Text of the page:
Since Trump gained the presidency, a new upsurge of labor, civil rights, women’s rights, peace, and environmental movements has taken shape.  The 2018 off-year elections were a significant victory for this developing coalition, which still needs to both organize and coordinate its activities, to learn to work together in advancing a common program to defeat both Trump and the conditions that created the Trump administration.

Impeachment gives that coalition the opportunity to go on the offensive and develop that program. The very media Trump has used to provoke and divide his opponents can be used to expose him and his supporters for the liars and hypocrites that they are. And mass demonstrations accompanying the televised impeachment hearings, turning impeachment into an example of participatory democracy, will also help bring out the electorate to defeat Trump and the Republican right.

The impeachment movement, if it acts to revive and update the New Deal and Great Society coalitions, can do to Trump what the abolitionist Radical Republicans did to Andrew Johnson in 1868  in setting the stage for his electoral defeat in 2020 if not his removal by the Senate.

All this is necessary, but it is not in itself sufficient to bring about the defeat of Trump and what he represents. The defeat of Johnson’s attempt to sabotage Radical Reconstruction did not result in the victory of Radical Reconstruction in terms of the democratization of the former slave states and the maintenance of the citizenship rights that the former slaves gained.

Thad Stevens died before Johnson’s acquittal.  Stevens had also been the most important advocate for the 13th Amendment during the war and the 14th Amendment after the war.  Stevens came forward with a plan to break up the large plantations of the Deep South, the so-called Black Belt, and redistribute the land to the former slaves and also to whites (mostly poor whites) who could show that they were loyal to the Union.  These proposals were rejected as a threat, the New York Times wrote in 1867, to property rights everywhere, North and South. Before the final Senate vote on Johnson, Stevens died in despair because he saw the Republican leadership moving away from the defense of citizenship rights and full equality for the former slaves, the policies he had fought for before, during, and after the Civil War.  Without a solid economic foundation, Radical Reconstruction, the democratization of the slave states, could not and did not survive.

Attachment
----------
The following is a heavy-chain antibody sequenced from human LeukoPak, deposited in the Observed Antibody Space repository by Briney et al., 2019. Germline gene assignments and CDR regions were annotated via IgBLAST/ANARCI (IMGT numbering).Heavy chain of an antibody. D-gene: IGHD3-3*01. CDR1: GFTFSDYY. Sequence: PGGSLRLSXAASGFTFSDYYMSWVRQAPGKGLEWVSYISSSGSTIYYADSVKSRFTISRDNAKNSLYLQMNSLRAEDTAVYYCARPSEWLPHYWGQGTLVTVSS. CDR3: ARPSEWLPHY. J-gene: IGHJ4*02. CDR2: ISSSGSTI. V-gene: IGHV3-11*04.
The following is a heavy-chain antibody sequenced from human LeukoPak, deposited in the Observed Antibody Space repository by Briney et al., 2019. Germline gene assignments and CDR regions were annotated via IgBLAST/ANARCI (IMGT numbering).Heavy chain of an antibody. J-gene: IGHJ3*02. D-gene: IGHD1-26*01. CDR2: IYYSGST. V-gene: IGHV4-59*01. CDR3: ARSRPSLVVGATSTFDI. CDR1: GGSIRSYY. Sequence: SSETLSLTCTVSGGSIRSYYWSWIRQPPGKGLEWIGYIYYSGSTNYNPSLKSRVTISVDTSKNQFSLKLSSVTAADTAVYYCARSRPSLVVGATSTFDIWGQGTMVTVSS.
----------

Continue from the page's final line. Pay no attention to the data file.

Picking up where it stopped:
Today, coming forward with  and implementing policies  based on progressive taxation, strict regulation of industry and finance, national public health care, enhanced civil rights and environmental protection in the context of a peacetime economy with a fraction of today’s military spending, is the equivalent of Stevens’ revolutionary land reform, whose memory lived on among African Americans in the broken promise of “40 acres and a mule.”  Without such a program and a government to implement it, what Trump represents will return just as what Johnson represented returned in the acceptance of segregation and disenfranchisement by the end of the 19th century.

The failure to restore the policies of the Great Society saw  the policies Richard Nixon represented in his “Southern Strategy”  appeal to “the silent majority” and dismantling of the war on poverty by the end of the 20th century.

In the last paragraphs of the Communist Manifesto, Karl Marx and Friedrich Engels wrote:

In short, the Communists everywhere support every revolutionary movement against the existing social and political order of things.

In all these movements, they bring to the front, as the leading question in each, the property question, no matter what its degree of development at the time.

Finally, they labor everywhere for the union and agreement of the democratic parties of all countries.

Today those words are a guide  for us to see the fight for impeachment as a struggle to unite the democratic forces  in the U.S against the open tyranny and corruption of the Trump administration and to put forward the economic and social program (what Marx and Engels called in 1848 “the property question”) of a Green New Deal to eliminate the conditions which produced the Trump administration  and to advance the interests of the working class on which democracy in all of its definitions stands.